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Old 05-20-2014, 09:20 AM   #23
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It has been awhile since I have read Tolkien deeply so I am a bit hazy on the timeline...but if the Grey Mountains are a remnant of the Iron Mountains, wouldn't that mean that Aule originally placed Durin in the mountains very near the strongholds of their great enemy?

In fact, according to this map Gundabad is not far from Utumno.

What I can't remember right now is how near in time to Melkor's initial mayhem and chaos the dwarves were created and awakened. Had Utumno been destroyed yet?

Maybe the proximity to Melkor is the reason why Durin decided it best to head south rather than stay at Gundabad.
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Old 05-20-2014, 09:38 AM   #24
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What I can't remember right now is how near in time to Melkor's initial mayhem and chaos the dwarves were created and awakened. Had Utumno been destroyed yet?
It is said in The Silmarillion that the making and subsequent temporary dormancy of the Dwarves preceded the awakening of the Elves. It was for the sake of the latter that Melkor was assaulted in Utumno, and that stronghold destroyed.

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Maybe the proximity to Melkor is the reason why Durin decided it best to head south rather than stay at Gundabad.
Angband was of course still in being when Durin awoke, and that indeed could have been a factor in his travels.
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Old 05-20-2014, 10:51 AM   #25
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I do seem to remember now words to the effect of "Aule made the dwarves during the domination of Melkor" or something to that effect, hence why the dwarves are so stubborn and resistant to the domination of others.

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It is said in The Silmarillion that the making and subsequent temporary dormancy of the Dwarves preceded the awakening of the Elves. It was for the sake of the latter that Melkor was assaulted in Utumno, and that stronghold destroyed.
So it sounds like Aule's placement was done deliberately. I wonder if he originally intended the dwarves to be a bridgehead in resistance to Melkor and maybe after Eru's intervention he intended the dwarves to repopulate the parts of the world that had been mostly deeply under the domination of Melkor.

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Angband was of course still in being when Durin awoke, and that indeed could have been a factor in his travels.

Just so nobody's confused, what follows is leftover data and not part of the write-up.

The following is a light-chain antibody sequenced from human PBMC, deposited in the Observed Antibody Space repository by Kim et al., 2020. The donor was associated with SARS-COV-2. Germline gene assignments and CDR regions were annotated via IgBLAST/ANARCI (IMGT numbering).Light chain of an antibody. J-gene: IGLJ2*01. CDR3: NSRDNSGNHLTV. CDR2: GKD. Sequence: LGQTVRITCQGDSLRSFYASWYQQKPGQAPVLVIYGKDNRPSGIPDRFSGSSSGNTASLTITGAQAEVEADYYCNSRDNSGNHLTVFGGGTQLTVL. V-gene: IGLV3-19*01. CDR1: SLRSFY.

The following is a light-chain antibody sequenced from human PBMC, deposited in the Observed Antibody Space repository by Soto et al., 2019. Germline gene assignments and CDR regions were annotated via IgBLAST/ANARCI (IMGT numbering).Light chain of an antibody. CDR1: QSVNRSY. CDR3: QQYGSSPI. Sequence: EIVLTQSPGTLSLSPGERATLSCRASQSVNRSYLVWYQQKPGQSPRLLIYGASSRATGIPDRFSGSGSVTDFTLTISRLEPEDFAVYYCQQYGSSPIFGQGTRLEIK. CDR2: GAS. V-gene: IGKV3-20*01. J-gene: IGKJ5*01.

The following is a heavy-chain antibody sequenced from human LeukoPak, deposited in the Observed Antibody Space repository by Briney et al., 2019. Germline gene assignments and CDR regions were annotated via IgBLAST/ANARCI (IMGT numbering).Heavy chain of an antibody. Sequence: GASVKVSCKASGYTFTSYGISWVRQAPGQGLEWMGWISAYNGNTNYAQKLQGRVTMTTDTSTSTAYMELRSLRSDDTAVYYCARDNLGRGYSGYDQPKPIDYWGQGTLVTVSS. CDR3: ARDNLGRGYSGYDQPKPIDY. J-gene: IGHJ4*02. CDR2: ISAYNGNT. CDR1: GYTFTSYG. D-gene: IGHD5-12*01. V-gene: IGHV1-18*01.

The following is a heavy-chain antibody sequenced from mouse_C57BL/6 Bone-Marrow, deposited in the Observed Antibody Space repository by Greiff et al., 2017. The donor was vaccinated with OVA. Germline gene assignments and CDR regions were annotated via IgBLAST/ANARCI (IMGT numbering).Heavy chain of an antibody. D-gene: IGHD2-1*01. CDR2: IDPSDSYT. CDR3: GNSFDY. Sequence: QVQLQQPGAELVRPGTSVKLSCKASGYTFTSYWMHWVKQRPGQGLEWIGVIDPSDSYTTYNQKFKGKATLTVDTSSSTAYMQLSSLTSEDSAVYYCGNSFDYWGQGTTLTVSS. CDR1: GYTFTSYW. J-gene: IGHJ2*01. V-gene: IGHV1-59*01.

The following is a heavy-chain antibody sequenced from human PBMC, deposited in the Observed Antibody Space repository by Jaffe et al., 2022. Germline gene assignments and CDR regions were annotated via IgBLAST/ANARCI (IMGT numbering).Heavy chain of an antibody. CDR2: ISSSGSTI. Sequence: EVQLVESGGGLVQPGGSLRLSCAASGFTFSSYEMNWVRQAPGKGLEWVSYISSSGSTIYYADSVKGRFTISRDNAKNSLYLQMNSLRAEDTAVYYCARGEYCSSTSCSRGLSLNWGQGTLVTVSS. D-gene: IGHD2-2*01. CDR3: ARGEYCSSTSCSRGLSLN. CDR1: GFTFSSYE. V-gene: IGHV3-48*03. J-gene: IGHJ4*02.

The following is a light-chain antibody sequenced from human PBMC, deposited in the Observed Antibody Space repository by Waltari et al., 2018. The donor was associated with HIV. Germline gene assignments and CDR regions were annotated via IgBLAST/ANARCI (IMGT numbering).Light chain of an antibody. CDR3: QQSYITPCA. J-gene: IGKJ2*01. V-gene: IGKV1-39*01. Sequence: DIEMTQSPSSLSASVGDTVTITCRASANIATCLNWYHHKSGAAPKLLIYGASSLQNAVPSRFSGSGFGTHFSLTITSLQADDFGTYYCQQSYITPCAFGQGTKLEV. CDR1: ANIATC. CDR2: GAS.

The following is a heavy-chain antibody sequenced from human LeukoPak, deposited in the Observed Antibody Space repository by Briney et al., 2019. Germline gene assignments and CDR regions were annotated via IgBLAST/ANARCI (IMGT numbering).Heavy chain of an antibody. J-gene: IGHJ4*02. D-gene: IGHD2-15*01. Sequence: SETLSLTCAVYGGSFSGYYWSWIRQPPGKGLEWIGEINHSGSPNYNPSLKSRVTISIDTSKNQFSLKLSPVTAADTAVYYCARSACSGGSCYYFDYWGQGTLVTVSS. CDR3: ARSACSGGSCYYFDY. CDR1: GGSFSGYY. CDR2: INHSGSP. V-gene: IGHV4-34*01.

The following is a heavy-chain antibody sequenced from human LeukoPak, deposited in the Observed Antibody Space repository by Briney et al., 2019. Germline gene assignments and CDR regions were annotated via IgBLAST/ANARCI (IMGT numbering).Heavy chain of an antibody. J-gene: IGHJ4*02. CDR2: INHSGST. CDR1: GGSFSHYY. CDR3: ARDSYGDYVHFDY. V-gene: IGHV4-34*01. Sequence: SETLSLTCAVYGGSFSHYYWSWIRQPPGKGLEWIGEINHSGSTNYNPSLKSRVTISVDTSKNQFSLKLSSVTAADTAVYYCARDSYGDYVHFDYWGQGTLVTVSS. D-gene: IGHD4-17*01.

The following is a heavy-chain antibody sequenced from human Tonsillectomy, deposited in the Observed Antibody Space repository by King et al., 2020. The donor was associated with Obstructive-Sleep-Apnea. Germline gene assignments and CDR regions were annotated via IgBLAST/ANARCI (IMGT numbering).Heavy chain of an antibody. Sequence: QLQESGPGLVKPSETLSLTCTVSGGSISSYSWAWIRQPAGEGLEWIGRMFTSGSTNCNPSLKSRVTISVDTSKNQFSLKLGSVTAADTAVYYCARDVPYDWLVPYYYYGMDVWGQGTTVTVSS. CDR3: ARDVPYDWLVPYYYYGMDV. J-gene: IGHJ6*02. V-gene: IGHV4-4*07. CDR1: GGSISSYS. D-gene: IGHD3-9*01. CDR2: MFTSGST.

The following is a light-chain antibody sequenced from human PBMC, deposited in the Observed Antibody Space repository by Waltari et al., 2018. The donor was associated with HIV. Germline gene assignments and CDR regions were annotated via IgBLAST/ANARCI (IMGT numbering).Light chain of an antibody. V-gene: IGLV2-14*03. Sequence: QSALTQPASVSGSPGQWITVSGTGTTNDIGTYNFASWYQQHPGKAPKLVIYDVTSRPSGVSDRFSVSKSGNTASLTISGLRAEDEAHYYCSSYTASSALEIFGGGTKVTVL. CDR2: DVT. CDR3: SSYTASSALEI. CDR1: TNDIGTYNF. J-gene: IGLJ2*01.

Following up my repopulation theory, didn't the Vala assume Angband was deserted after the War of Powers?
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Old 05-20-2014, 12:12 PM   #26
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So it sounds like Aule's placement was done deliberately. I wonder if he originally intended the dwarves to be a bridgehead in resistance to Melkor and maybe after Eru's intervention he intended the dwarves to repopulate the parts of the world that had been mostly deeply under the domination of Melkor.
Well, Aulë placed the Fathers in widely dispersed locations, but it may be notable that the Eldest, Durin, was apparently placed the most westerly of them. Maybe it was thought that he might be able to rally all Dwarves against Melkor if it came to it.

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Following up my repopulation theory, didn't the Vala assume Angband was deserted after the War of Powers?
Apparently. Angband was imperfectly searched after Melkor's defeat. The Balrogs were able to remain hidden there until Melkor needed them to assist with Ungoliant.
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Old 06-11-2014, 02:50 PM   #27
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Perhaps the number seven was something in Arda which was an "Easter Egg" reminder of the ultimate purpose of all things under the One.
That's so cute.

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So it sounds like Aule's placement was done deliberately. I wonder if he originally intended the dwarves to be a bridgehead in resistance to Melkor
Well given Aulë's history with the Maiar affiliated with him turning to evil, there was no chance that was going to go smoothly, now was there?

I don't have anything more valuable to contribute (partly because my yawns are getting huge) but let me just say this has been an enjoyable thread to read! Oh and for those who are interested in Khuzdul, Magnus Åberg's An Analysis of Dwarvish in Arda Philology 1 is an interesting read.
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Old 06-24-2014, 11:56 AM   #28
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Well given Aulë's history with the Maiar affiliated with him turning to evil, there was no chance that was going to go smoothly, now was there?
That trend might not have confirmed itself completely by that point...